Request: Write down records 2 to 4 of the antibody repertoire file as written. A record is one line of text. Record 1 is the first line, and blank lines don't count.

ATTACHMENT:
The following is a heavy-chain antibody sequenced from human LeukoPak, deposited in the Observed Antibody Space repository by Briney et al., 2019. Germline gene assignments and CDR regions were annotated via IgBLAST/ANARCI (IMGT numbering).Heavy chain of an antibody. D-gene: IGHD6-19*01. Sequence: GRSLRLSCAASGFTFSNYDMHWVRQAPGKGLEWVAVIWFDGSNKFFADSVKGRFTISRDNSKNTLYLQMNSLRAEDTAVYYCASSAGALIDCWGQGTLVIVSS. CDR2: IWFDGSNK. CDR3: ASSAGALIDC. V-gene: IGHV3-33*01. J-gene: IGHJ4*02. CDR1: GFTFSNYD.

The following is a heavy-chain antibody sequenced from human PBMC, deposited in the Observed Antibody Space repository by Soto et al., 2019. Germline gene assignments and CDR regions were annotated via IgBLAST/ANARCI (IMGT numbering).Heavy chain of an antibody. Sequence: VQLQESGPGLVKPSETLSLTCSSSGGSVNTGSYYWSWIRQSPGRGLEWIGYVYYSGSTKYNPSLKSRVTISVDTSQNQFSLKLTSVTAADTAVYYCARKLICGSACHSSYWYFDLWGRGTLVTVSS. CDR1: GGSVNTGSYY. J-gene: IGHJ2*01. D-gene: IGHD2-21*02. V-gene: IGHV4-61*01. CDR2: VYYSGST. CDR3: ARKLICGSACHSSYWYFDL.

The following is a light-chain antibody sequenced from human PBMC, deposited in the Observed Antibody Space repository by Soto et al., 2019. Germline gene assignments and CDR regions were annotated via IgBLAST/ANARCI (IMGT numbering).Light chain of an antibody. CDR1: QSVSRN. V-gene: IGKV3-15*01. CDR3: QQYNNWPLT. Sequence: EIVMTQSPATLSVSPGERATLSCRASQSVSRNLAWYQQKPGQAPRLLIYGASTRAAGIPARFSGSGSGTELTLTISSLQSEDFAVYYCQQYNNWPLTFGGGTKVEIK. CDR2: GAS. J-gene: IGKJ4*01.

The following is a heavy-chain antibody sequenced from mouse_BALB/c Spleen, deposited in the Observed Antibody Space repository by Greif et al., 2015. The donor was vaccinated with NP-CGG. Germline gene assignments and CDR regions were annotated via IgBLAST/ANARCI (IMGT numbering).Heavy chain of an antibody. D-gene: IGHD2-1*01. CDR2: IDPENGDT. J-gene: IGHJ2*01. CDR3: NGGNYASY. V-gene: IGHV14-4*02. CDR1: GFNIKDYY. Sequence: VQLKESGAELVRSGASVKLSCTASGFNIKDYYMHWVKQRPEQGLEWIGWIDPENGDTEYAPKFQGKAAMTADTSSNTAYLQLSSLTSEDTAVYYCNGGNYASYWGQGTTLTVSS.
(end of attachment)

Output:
The following is a heavy-chain antibody sequenced from human PBMC, deposited in the Observed Antibody Space repository by Soto et al., 2019. Germline gene assignments and CDR regions were annotated via IgBLAST/ANARCI (IMGT numbering).Heavy chain of an antibody. Sequence: VQLQESGPGLVKPSETLSLTCSSSGGSVNTGSYYWSWIRQSPGRGLEWIGYVYYSGSTKYNPSLKSRVTISVDTSQNQFSLKLTSVTAADTAVYYCARKLICGSACHSSYWYFDLWGRGTLVTVSS. CDR1: GGSVNTGSYY. J-gene: IGHJ2*01. D-gene: IGHD2-21*02. V-gene: IGHV4-61*01. CDR2: VYYSGST. CDR3: ARKLICGSACHSSYWYFDL.

The following is a light-chain antibody sequenced from human PBMC, deposited in the Observed Antibody Space repository by Soto et al., 2019. Germline gene assignments and CDR regions were annotated via IgBLAST/ANARCI (IMGT numbering).Light chain of an antibody. CDR1: QSVSRN. V-gene: IGKV3-15*01. CDR3: QQYNNWPLT. Sequence: EIVMTQSPATLSVSPGERATLSCRASQSVSRNLAWYQQKPGQAPRLLIYGASTRAAGIPARFSGSGSGTELTLTISSLQSEDFAVYYCQQYNNWPLTFGGGTKVEIK. CDR2: GAS. J-gene: IGKJ4*01.

The following is a heavy-chain antibody sequenced from mouse_BALB/c Spleen, deposited in the Observed Antibody Space repository by Greif et al., 2015. The donor was vaccinated with NP-CGG. Germline gene assignments and CDR regions were annotated via IgBLAST/ANARCI (IMGT numbering).Heavy chain of an antibody. D-gene: IGHD2-1*01. CDR2: IDPENGDT. J-gene: IGHJ2*01. CDR3: NGGNYASY. V-gene: IGHV14-4*02. CDR1: GFNIKDYY. Sequence: VQLKESGAELVRSGASVKLSCTASGFNIKDYYMHWVKQRPEQGLEWIGWIDPENGDTEYAPKFQGKAAMTADTSSNTAYLQLSSLTSEDTAVYYCNGGNYASYWGQGTTLTVSS.